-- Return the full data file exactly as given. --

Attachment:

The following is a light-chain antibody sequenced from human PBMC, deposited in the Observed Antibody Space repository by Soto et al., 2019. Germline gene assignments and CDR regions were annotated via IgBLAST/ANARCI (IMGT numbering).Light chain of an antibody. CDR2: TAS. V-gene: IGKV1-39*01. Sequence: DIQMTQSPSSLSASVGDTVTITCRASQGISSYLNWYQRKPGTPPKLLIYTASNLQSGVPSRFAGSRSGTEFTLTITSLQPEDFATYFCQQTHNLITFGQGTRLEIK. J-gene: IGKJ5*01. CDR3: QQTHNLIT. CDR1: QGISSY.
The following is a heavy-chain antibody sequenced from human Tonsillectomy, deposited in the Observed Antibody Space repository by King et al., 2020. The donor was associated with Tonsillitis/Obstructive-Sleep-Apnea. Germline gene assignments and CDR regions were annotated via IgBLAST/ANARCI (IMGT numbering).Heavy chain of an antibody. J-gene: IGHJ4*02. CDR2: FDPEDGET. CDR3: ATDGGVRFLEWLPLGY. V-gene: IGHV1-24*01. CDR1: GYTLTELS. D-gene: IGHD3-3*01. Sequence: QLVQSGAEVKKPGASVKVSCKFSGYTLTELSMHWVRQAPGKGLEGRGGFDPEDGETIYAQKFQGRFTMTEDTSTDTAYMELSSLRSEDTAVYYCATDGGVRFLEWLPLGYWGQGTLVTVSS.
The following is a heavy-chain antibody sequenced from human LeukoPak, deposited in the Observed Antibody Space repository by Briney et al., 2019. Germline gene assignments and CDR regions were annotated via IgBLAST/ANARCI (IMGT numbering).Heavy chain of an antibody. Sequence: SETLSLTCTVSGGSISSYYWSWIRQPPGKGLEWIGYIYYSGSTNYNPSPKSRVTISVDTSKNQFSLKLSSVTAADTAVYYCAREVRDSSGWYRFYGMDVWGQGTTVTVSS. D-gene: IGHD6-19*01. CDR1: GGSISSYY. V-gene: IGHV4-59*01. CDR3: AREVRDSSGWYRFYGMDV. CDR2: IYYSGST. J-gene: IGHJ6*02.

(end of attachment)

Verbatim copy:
The following is a light-chain antibody sequenced from human PBMC, deposited in the Observed Antibody Space repository by Soto et al., 2019. Germline gene assignments and CDR regions were annotated via IgBLAST/ANARCI (IMGT numbering).Light chain of an antibody. CDR2: TAS. V-gene: IGKV1-39*01. Sequence: DIQMTQSPSSLSASVGDTVTITCRASQGISSYLNWYQRKPGTPPKLLIYTASNLQSGVPSRFAGSRSGTEFTLTITSLQPEDFATYFCQQTHNLITFGQGTRLEIK. J-gene: IGKJ5*01. CDR3: QQTHNLIT. CDR1: QGISSY.
The following is a heavy-chain antibody sequenced from human Tonsillectomy, deposited in the Observed Antibody Space repository by King et al., 2020. The donor was associated with Tonsillitis/Obstructive-Sleep-Apnea. Germline gene assignments and CDR regions were annotated via IgBLAST/ANARCI (IMGT numbering).Heavy chain of an antibody. J-gene: IGHJ4*02. CDR2: FDPEDGET. CDR3: ATDGGVRFLEWLPLGY. V-gene: IGHV1-24*01. CDR1: GYTLTELS. D-gene: IGHD3-3*01. Sequence: QLVQSGAEVKKPGASVKVSCKFSGYTLTELSMHWVRQAPGKGLEGRGGFDPEDGETIYAQKFQGRFTMTEDTSTDTAYMELSSLRSEDTAVYYCATDGGVRFLEWLPLGYWGQGTLVTVSS.
The following is a heavy-chain antibody sequenced from human LeukoPak, deposited in the Observed Antibody Space repository by Briney et al., 2019. Germline gene assignments and CDR regions were annotated via IgBLAST/ANARCI (IMGT numbering).Heavy chain of an antibody. Sequence: SETLSLTCTVSGGSISSYYWSWIRQPPGKGLEWIGYIYYSGSTNYNPSPKSRVTISVDTSKNQFSLKLSSVTAADTAVYYCAREVRDSSGWYRFYGMDVWGQGTTVTVSS. D-gene: IGHD6-19*01. CDR1: GGSISSYY. V-gene: IGHV4-59*01. CDR3: AREVRDSSGWYRFYGMDV. CDR2: IYYSGST. J-gene: IGHJ6*02.